A SOUTH Australia farm will be turned into a national nuclear waste facility, after the federal government official selected the site in the last parliamentary sitting week of 2021.
The site near the town of Kimba, in the Eyre Peninsula, was always considered the front runner for the facility, however to get Labor's support for the legislative required changes, the government promised to further consult communities of all potential sites.
Resource Minister Keith Pitt said the announcement was a major milestone towards a national facility and "a solution that has eluded consecutive governments for more than 40 years".
Australia's radioactive waste is currently spread over more than 100 locations around the country including in science facilities, universities and hospital basements.
The vast majority of the waste produced is associated with the production of nuclear medicine that every Australian, on average, will need during their lifetime for diagnoses and treatments.
"Nuclear medicine is used in the diagnosis of a variety of heart, lung and muscular-skeletal conditions as well as the treatment of specific cancers, and a by-product of its production is low-level radioactive waste," Mr Pitt said.
"Along with the benefits comes a responsibility to manage the by-products. Without a facility like this, we can't enjoy the benefits from vital nuclear medicines on an ongoing basis.
"This facility will underwrite Australia's nuclear medicine supplies, and support good, permanent, full-time jobs and a brand new industry in Kimba, for generations."
The new facility will create 45 permanent jobs in the Kimba community in occupations such as security, administration, environmental monitoring, scientific services, health and safety.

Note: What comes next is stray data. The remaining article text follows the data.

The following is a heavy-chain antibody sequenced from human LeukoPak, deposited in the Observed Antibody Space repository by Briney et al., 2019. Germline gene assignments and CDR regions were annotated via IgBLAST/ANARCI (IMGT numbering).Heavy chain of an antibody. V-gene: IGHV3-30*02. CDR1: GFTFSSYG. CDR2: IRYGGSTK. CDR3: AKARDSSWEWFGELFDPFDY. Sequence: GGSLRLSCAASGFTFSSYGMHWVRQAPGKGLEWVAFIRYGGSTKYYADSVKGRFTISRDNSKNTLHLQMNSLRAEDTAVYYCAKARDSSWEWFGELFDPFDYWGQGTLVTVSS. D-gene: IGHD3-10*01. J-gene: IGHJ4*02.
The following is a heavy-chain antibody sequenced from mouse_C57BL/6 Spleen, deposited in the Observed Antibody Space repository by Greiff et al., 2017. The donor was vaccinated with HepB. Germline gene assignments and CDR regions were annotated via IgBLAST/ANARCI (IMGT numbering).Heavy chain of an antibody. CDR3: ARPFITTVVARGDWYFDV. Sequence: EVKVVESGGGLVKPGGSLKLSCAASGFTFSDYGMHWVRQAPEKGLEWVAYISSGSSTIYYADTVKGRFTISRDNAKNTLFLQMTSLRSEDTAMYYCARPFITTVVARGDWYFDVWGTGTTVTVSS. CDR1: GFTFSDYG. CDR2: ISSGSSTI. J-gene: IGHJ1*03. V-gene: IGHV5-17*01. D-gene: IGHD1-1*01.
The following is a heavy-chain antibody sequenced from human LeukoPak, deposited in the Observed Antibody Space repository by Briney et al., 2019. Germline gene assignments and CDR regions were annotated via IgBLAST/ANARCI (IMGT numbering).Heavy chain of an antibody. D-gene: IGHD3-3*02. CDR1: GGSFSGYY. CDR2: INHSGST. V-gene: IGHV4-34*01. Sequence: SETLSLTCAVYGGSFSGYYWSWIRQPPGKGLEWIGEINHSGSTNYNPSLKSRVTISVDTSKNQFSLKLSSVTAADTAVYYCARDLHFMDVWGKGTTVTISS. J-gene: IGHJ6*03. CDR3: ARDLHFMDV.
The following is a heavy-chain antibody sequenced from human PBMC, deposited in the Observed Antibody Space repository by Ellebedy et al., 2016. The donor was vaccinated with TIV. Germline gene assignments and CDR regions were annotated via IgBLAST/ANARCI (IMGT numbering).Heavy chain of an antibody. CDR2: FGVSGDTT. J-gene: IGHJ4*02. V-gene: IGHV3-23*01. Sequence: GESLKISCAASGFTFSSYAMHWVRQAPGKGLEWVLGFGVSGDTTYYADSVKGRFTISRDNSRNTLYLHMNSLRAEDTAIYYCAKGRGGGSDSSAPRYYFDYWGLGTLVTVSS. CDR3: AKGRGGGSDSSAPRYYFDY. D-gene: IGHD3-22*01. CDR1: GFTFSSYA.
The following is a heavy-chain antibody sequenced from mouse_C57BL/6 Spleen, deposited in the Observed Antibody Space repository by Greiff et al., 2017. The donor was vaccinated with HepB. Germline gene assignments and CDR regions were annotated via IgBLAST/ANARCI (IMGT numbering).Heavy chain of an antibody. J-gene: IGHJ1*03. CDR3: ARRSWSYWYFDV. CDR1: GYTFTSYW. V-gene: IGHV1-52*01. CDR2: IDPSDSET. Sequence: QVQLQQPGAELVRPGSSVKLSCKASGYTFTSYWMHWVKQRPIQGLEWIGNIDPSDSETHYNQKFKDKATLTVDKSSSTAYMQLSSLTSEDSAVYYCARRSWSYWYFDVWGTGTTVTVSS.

Grey MP Rowan Ramsey said the majority of the 600-odd strong town support the project due to the economic opportunities it would bring to the region.
"This is not to say there are not some people with concerns and I will work with them to resolve those issues wherever possible, as we move into the detailed design, delivery and operational phases." Mr Ramsey said.
Australian Conservation Foundation national nuclear-free campaigner Dave Sweeney said the plan lacked a rationale and a social licence, as the region's Traditional Owners were excluded from key consultation processes.
Mr Sweeney said the planned facility was unnecessary given federal parliament's recent support for a $60 million waste storage upgrade to secure the most problematic intermediate level waste at the Australian Nuclear Science and Technology Organisation's (ANSTO) Lucas Heights nuclear site for the next three to five decades.
"The Kimba plan is effectively redundant on the day Minister Pitt has made his decision," Mr Sweeney said.
"Extended storage of Australia's most problematic waste at Lucas Heights where most of it is already stored, makes far more economic, environmental and radiological sense than the ill-considered Kimba plan."
The government has acquired approximately 211 hectares of land at Napandee, 24 kilometres west of Kimba, where the facility will be built after detailed designs, technical and heritage studies are completed.
The facility delivery and operation will be managed by the Australian Radioactive Waste Agency in Adelaide, which will have at least 35 staff when it reaches its total complement.
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